Saturday, 17 January 2009
`Bustle punching` was the nickname given, by Met Police officers working Central London, to a particularly annoying activity that took place in large crowds. It was quite prevalent at the Buckingham Palace guard change where, every day at 11.30, around 20,000 tourists flood to the gates and monuments to watch the ceremony. The bustle puncher is a male of the species, who, taking advantage of the pressing crowd, would position himself behind his female victim and using the pressure of the crowd as his cover, would press himself against her buttocks and rub said parts with either his hands or groin to gain sexual gratification. Spotting and arresting them was a skill that many officers of that division acquired, myself included. The bustle punchers would inevitably be arrested for "conduct likely to cause a breach of the peace", although there would occasionally be sufficient evidence for a charge of "insulting behaviour" or even "indecent assault". This offence may be familiar to any woman who is a frequent traveller on the London Underground trains at rush hours – or perhaps you just didn’t notice in the crush? However, in those days an indecent assault on a female over 14yrs was, amazingly, not an offence that carried a power of arrest. Only an indecent assault on a female under 14yrs was arrestable. Men of any age were OK though. If you indecently assaulted us, that was absolutely an arrestable offence. Sexist legislation at its most blatant. This law wasn’t amended until the 1980’s when it was equalised and made arrestable for victims of either sex and any age. The bustle punchers are doubtless still at it, human nature being what it is, so keep your eyes open next time you pay a visit to the Queen.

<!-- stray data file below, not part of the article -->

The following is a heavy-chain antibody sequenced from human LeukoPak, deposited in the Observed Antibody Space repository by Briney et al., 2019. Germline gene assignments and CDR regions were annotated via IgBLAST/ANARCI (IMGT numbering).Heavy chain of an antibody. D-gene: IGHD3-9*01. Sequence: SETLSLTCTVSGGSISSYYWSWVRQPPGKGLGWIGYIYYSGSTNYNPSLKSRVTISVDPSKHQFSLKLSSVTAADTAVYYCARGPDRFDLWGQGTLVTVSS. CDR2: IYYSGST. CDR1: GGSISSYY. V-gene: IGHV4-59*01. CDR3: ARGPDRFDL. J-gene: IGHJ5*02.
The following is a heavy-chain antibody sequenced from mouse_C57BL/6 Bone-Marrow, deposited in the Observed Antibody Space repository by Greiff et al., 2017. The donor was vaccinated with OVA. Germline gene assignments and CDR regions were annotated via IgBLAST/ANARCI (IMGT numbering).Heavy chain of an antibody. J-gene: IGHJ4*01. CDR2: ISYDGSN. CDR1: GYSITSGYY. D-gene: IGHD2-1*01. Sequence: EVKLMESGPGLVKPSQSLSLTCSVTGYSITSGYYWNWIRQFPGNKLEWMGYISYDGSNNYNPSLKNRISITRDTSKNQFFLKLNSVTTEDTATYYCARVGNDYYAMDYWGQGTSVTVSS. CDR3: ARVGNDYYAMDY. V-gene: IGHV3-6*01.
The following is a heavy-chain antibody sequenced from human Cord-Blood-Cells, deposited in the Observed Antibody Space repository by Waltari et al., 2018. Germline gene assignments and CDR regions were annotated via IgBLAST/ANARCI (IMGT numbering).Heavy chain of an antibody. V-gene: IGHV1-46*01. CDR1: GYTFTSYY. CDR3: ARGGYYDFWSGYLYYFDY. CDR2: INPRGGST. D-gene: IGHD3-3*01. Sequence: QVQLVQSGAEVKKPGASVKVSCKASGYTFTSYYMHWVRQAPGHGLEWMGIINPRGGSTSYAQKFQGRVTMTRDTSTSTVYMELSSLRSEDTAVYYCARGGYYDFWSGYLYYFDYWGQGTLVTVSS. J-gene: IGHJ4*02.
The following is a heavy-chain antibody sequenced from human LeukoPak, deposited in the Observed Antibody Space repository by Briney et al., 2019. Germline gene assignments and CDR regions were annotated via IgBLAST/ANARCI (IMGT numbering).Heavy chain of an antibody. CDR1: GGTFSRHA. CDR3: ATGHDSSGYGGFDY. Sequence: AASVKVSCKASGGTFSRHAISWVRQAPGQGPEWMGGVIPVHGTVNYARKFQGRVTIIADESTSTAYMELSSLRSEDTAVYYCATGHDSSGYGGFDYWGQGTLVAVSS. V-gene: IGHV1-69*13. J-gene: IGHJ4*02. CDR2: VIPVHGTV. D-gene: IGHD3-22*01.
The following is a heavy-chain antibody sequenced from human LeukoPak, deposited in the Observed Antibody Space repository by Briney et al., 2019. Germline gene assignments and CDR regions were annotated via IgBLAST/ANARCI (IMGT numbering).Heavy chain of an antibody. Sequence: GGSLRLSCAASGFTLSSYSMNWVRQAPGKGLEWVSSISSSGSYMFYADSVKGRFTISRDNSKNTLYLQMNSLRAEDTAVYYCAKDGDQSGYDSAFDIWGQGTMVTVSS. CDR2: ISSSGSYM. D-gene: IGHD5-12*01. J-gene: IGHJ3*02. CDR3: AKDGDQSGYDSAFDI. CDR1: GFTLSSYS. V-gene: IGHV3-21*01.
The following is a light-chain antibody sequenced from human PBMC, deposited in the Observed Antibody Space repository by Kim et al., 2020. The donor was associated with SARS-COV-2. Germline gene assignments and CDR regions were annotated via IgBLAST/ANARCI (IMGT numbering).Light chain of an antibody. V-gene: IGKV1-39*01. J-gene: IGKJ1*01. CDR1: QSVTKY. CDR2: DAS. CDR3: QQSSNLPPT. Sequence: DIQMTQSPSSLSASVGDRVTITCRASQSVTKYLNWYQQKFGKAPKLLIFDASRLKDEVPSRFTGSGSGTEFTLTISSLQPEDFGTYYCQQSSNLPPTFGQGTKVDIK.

Monday, 12 January 2009